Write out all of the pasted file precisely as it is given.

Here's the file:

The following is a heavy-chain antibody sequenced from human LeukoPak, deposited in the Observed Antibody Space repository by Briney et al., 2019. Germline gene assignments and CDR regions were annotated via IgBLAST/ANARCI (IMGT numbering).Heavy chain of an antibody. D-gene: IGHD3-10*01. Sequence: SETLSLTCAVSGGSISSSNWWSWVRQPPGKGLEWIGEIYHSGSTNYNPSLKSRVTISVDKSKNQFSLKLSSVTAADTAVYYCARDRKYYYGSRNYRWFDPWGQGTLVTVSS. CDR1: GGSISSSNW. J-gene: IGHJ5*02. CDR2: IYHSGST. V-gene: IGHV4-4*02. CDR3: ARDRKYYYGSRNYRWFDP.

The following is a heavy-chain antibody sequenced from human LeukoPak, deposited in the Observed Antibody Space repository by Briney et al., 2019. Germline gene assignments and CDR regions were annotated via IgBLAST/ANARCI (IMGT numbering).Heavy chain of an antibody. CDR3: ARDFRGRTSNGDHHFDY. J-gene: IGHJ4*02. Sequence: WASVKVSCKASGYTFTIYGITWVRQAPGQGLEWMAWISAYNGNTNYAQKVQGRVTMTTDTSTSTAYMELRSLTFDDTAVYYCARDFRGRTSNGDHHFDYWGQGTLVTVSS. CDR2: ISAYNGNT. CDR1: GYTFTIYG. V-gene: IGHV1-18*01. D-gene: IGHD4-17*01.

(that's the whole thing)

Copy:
The following is a heavy-chain antibody sequenced from human LeukoPak, deposited in the Observed Antibody Space repository by Briney et al., 2019. Germline gene assignments and CDR regions were annotated via IgBLAST/ANARCI (IMGT numbering).Heavy chain of an antibody. D-gene: IGHD3-10*01. Sequence: SETLSLTCAVSGGSISSSNWWSWVRQPPGKGLEWIGEIYHSGSTNYNPSLKSRVTISVDKSKNQFSLKLSSVTAADTAVYYCARDRKYYYGSRNYRWFDPWGQGTLVTVSS. CDR1: GGSISSSNW. J-gene: IGHJ5*02. CDR2: IYHSGST. V-gene: IGHV4-4*02. CDR3: ARDRKYYYGSRNYRWFDP.

The following is a heavy-chain antibody sequenced from human LeukoPak, deposited in the Observed Antibody Space repository by Briney et al., 2019. Germline gene assignments and CDR regions were annotated via IgBLAST/ANARCI (IMGT numbering).Heavy chain of an antibody. CDR3: ARDFRGRTSNGDHHFDY. J-gene: IGHJ4*02. Sequence: WASVKVSCKASGYTFTIYGITWVRQAPGQGLEWMAWISAYNGNTNYAQKVQGRVTMTTDTSTSTAYMELRSLTFDDTAVYYCARDFRGRTSNGDHHFDYWGQGTLVTVSS. CDR2: ISAYNGNT. CDR1: GYTFTIYG. V-gene: IGHV1-18*01. D-gene: IGHD4-17*01.